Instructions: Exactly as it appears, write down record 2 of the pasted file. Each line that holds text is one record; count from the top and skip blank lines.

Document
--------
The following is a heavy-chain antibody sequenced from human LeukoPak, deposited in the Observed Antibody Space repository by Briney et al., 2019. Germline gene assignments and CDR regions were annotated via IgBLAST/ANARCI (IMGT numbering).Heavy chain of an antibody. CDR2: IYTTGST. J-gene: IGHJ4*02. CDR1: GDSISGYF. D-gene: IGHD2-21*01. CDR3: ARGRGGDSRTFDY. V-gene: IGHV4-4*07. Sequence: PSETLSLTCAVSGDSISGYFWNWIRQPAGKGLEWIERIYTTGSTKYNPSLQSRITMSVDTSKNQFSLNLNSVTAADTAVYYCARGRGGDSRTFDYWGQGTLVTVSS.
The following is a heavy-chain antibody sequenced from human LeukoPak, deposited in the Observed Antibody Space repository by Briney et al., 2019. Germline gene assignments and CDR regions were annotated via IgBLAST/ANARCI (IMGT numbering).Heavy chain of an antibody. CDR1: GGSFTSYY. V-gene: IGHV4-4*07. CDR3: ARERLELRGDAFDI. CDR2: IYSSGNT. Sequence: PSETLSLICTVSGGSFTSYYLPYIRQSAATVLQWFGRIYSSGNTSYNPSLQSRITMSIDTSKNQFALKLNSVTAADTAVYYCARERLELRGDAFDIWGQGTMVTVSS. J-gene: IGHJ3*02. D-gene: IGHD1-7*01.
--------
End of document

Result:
The following is a heavy-chain antibody sequenced from human LeukoPak, deposited in the Observed Antibody Space repository by Briney et al., 2019. Germline gene assignments and CDR regions were annotated via IgBLAST/ANARCI (IMGT numbering).Heavy chain of an antibody. CDR1: GGSFTSYY. V-gene: IGHV4-4*07. CDR3: ARERLELRGDAFDI. CDR2: IYSSGNT. Sequence: PSETLSLICTVSGGSFTSYYLPYIRQSAATVLQWFGRIYSSGNTSYNPSLQSRITMSIDTSKNQFALKLNSVTAADTAVYYCARERLELRGDAFDIWGQGTMVTVSS. J-gene: IGHJ3*02. D-gene: IGHD1-7*01.